This under utilization of the secondary transformer windings presents several problems. During the time a secondary transformer winding is not being used, the winding portion coupled to the associated (reverse-biased) diode is essentially floating, e.g., not clamped to a low impedance. As a result voltage spikes can be generated, which give rise to overshoot and undershoot ringing and EMI, which can be unacceptable in many applications. Further, the voltage spikes can overstress the rectifier diode, inductor, and output capacitors, requiring higher voltage breakdown components to be used, thus increasing cost and perhaps size of the circuitry.
Those skilled in the art will appreciate that coupling an R-C snubber across the transformer secondary windings presents a lower AC-impedance that can dampen the magnitude of otherwise dangerous voltage spikes, thus reducing EMI. Unfortunately, the snubbers dissipates inductance leakage energy, and can reduce DC:DC conversion by up to 5% or so. However where EMI and over-voltage stress present critical constraints, prior art configuration 1A will require snubbers. In some instances, it may even be necessary to reduce switching speed in prior art converters in an attempt to control voltage stress and EMI generation. If the snubbers were eliminated, conversion efficiency would increase by several percent but the magnitude of the overshoot/undershoot could be 100% of the voltage level being switched. Thus if Vo1 were 50 VDC, capacitor C1 would have to be rated at at least 100 VDC breakdown. If it were somehow possible to more fully or more efficiently utilize transformer 40, it might be possible to use a smaller transformer, e.g., a lighter and less expensive transformer.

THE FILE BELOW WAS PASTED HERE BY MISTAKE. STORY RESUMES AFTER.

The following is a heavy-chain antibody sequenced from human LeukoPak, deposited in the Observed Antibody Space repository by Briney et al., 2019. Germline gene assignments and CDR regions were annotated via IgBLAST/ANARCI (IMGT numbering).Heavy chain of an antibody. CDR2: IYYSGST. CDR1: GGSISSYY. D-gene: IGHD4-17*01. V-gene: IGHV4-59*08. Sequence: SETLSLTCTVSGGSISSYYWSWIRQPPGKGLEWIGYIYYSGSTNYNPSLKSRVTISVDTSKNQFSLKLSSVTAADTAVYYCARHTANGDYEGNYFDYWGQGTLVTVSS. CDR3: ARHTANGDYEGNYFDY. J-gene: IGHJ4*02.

FIG. 1B depicts a so-called current-input topology for a push-pull DC:DC converter system 80. Components similarly numbered as in FIG. 1A may generally be the same as those described with respect to converter system 10. In this configuration, Vin (which may be pre-regulated) is switched via Qo (under command of control circuit 90) to lowpass filter Lo-Co. The filtered Vin is then switchingly coupled to T1 primary windings W1, W2 by switches Q1, Q2 under command of control circuit 90. Since input switch Qo is sometimes open, a diode Do is included to ensure a current path for Lo when Qo is open. In the configuration of FIG. 1B, drive signals to 01 and Q2 are never on simultaneously.
A current-fed push-pull topology such as shown in FIG. 1B can offer advantages over the voltage-fed push-pull topology of FIG. 1A. In a current-fed push-pull topology the transformer symmetry constraints are somewhat eased because input current is stored and somewhat averaged by inductor Lo, which can reduce the AC component in this current. In general, current-fed topology tends to reduce ripple in the output voltages Vo1, Vo2. Further, current-fed topologies typically utilize overlapping drive signals to switches Q1, Q2, as simultaneously on-switches cannot directly draw excessive inrush currents from pre-regulator 30 or the Vin power source. Nonetheless, even the current-fed topology of FIG. 1B can require snubbers, and suffers from the same under utilization of the T1 secondary windings.